- PHOTO 1 OF 7
2012 Volkswagen Golf RVW's most powerful sports performance model ever sold in the U.S.
If you're an enthusiast of any kind, you're certainly familiar with the Volkswagen GTI. One of the original hot hatchbacks (it bowed in 1983 in the U.S.), it's been polished and honed into a delightful driver's car that's quick and responsive as well as extremely practical, fuel efficient, and, just as important, affordable-like the 2012 Volkswagen Golf R.
And as an enthusiast, you're also always itching for more power. To keep GTI fans in the fold, VW brought out the special edition R32 for 2008, featuring a powerful V6 and an advanced AWD system nabbed from its sibling Audi. It was a great driver's car; perhaps the only complaint was that it was only offered with the DSG gearbox. And you can say what you like about the DSG being faster-and probably smarter-than a regular manual transmission; there are a lot of us who just love the interactive experience you can only get from a clutch pedal and a stick.
So when Volkswagen announced the new Golf R, we were especially intrigued. First of all, it retains a turbo four-cylinder engine but with a lot more oomph, it's offered exclusively in manual transmission (hurray!), and it's available in 3- and 5-door hatchback forms (the R32 was available only as a 3-door). With a starting price at $33,990-nearly $10,000 more than the basic GTI-is the Volkswagen Golf R worth it?
At first glance, it's hard to say. 2012 Golf R styling is different but subtle. A redesigned front and rear fascia, slightly lowered stance, unique (and handsome) 18-inch alloy wheels, and dual exhausts poking out of the center of the rear bumper are your only clues. The badging is subtle, too, with a simple script "R" on the rear and front. Our black 3-door looked classy, purposeful, and tastefully done. Those in the know acknowledge and give a knowing nod, but the general populace is sadly (for them) unaware.
Turbo Power a la Audi TTS
Maybe that's a good thing, because the 2012 VW Golf R really flies. Borrowing from Audi's TTS sports car, the R's turbo 4-cylinder pumps out an impressive 256 horsepower and 243 lb.-ft of torque. (The standard GTI puts out 200 hp and 207 lb.-ft. of torque). Putting this much power through front-wheel drive can be a real handful (the MazdaSpeed3 is a perfect example), so VW employs full-time all-wheel drive to divvy up the extra oomph.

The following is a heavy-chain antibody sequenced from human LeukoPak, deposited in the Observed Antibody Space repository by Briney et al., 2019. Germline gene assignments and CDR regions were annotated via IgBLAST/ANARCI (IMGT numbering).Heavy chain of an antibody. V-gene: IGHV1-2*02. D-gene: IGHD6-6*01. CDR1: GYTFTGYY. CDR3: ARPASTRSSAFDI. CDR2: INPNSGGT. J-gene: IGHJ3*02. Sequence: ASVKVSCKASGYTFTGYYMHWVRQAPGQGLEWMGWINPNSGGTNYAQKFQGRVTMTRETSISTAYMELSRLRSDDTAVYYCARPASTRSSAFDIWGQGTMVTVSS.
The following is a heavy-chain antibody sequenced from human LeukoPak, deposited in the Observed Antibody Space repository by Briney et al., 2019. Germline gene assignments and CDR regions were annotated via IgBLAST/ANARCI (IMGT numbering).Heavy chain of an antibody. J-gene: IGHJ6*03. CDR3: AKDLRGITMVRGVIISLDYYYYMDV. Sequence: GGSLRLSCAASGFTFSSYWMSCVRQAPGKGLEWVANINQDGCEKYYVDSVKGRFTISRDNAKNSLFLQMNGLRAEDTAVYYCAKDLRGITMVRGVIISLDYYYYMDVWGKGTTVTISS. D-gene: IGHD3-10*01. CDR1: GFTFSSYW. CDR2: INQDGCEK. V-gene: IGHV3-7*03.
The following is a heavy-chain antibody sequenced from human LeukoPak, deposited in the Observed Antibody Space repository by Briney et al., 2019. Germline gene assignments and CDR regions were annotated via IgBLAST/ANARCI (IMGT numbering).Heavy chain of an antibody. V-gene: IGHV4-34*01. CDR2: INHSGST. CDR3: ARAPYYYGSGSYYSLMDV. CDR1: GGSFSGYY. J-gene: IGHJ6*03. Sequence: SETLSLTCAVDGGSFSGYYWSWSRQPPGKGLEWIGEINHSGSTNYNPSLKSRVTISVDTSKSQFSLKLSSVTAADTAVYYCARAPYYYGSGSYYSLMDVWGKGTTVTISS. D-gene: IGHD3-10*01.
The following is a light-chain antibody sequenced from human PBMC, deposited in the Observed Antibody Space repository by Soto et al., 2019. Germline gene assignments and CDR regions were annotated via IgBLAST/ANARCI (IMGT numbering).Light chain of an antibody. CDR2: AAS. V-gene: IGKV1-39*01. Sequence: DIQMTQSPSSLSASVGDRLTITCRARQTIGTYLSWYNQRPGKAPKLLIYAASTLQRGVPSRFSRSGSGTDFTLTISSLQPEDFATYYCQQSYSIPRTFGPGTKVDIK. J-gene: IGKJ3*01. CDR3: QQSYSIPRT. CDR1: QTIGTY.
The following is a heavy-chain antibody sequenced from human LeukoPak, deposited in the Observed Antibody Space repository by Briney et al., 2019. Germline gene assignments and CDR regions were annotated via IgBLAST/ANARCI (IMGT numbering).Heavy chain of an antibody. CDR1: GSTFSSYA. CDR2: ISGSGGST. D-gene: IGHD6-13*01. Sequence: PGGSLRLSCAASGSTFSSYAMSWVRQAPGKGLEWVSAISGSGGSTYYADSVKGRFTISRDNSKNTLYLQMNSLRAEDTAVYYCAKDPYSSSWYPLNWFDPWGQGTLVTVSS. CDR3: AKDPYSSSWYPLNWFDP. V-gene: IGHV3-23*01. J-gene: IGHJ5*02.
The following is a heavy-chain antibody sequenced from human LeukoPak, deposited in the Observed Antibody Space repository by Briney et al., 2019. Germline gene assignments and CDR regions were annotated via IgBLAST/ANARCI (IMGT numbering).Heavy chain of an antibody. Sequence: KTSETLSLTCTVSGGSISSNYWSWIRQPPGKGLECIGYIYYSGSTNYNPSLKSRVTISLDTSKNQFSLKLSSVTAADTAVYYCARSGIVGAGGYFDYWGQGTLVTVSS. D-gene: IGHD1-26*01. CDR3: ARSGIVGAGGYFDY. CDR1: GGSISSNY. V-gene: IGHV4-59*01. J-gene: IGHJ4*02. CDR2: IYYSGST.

Driven gently, you might not even notice the difference. In fact, off the line, the slightly heavier 4MOTION all-wheel-drive layout feels a bit pokier in the Golf R than the GTI. Your wait isn't long, though, and a rich, rorty exhaust note pipes in as the revs climb and that extra power gives a nice fat midrange you'll enjoy taking advantage of through the super smooth close-ratio 6-speed transmission.
The 2012 VW Golf R ride is firm and composed, in a well-heeled, autobahn-tested way. And the all-wheel drive gives a balance to the chassis that's sublime. In the daily drive alone, you can appreciate where the extra money went.
Still the Volkswagen Golf R has more to reveal. It relishes being driven hard. Give it the spurs, and it reminds us of the Audi S4: phenomenal in its ability to tackle the twistiest roads and always eager for more. You probably need to be on a racetrack-or an autocross-to appreciate all this little car can do, but you'll have an ear-to-ear grin under your helmet. Even with our leadfooted enjoyment, we still averaged 23 mpg, which is quite good.
When you're back in the day-to-day, the Volkswagen Golf R pleases and pampers like the GTI. The seats are superbly comfortable, with standard leather on the R that smells and feels terrific. The gauges are clear and precise, and the quality of the materials used throughout is best-in-class. Rear seats are adult-friendly, but if you plan to tote several passengers, they'd probably appreciate the extra ease of the 5-door model over our 3-door tester.
So, how much for thoroughbred performance? As mentioned the 3-door Golf R model starts at $33,900, and you get a nicely equipped bahnstormer for that, including those unique 18-inch alloy wheels, dual-zone climate control, heated mirrors and seats, a nice-sounding 8-speaker audio system with satellite radio, Bluetooth, and a USB interface.
Packages and Pricing
We'd plump for the Sunroof and Navigation package, which includes a premium audio system, keyless entry with pushbutton start along with the touchscreen navigation system and power sunroof, and raises the price to $35,490. If you want a 5-door Golf R, it comes exclusively with the Navi and Sunroof and retails for $36,090.
If you're still holding on tightly to your wallet, one thing that tips the scales in your favor is Volkswagen's Carefree Maintenance that covers your scheduled maintenance for the first three years or 36,000 miles of Golf R ownership.
The 2012 Volkswagen Golf R isn't alone in this value/performance territory. There's the Subaru WRX STi and Mitsubishi Evo, also looking for your hard-earned turbo all-wheel-drive dollar. In truth, they are both faster, trading off refinement for a harder-edged experience. As they say, you pay your money and you make your choice.
We loved our time in the Golf R, but we realize it's not a car for everybody. It seems this way: The regular VW GTI is like a fine wine from your favorite vineyard; wonderful to enjoy, yet priced reasonably so everyone can partake. The 2012 Volkswagen Golf R is more like a Special Reserve: a little more complex and more expensive—but to those who can discern the difference (and afford to partake), the Golf R is absolutely worth it. (Not that we'd ever recommend drinking and driving, but we hope you get the idea.) Now we're going to go savor some our Golf R tester down our favorite twisty road. www.vw.com